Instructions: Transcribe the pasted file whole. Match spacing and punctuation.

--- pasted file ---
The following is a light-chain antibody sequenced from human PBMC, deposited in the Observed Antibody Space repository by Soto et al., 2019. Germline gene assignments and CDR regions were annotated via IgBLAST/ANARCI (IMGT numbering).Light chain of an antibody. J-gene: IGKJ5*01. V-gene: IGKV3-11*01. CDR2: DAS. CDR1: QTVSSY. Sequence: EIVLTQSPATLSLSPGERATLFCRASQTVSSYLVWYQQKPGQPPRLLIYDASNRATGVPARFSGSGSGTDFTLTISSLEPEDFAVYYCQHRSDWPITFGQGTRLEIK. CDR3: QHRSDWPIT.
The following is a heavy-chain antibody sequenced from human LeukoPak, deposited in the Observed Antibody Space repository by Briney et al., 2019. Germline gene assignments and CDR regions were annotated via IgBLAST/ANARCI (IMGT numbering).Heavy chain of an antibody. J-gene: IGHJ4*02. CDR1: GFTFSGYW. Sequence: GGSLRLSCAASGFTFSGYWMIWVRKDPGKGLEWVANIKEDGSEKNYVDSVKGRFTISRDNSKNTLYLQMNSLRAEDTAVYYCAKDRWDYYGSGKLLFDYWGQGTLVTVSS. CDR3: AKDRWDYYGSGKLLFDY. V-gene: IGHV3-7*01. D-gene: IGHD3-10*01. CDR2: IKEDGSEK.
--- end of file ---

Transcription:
The following is a light-chain antibody sequenced from human PBMC, deposited in the Observed Antibody Space repository by Soto et al., 2019. Germline gene assignments and CDR regions were annotated via IgBLAST/ANARCI (IMGT numbering).Light chain of an antibody. J-gene: IGKJ5*01. V-gene: IGKV3-11*01. CDR2: DAS. CDR1: QTVSSY. Sequence: EIVLTQSPATLSLSPGERATLFCRASQTVSSYLVWYQQKPGQPPRLLIYDASNRATGVPARFSGSGSGTDFTLTISSLEPEDFAVYYCQHRSDWPITFGQGTRLEIK. CDR3: QHRSDWPIT.
The following is a heavy-chain antibody sequenced from human LeukoPak, deposited in the Observed Antibody Space repository by Briney et al., 2019. Germline gene assignments and CDR regions were annotated via IgBLAST/ANARCI (IMGT numbering).Heavy chain of an antibody. J-gene: IGHJ4*02. CDR1: GFTFSGYW. Sequence: GGSLRLSCAASGFTFSGYWMIWVRKDPGKGLEWVANIKEDGSEKNYVDSVKGRFTISRDNSKNTLYLQMNSLRAEDTAVYYCAKDRWDYYGSGKLLFDYWGQGTLVTVSS. CDR3: AKDRWDYYGSGKLLFDY. V-gene: IGHV3-7*01. D-gene: IGHD3-10*01. CDR2: IKEDGSEK.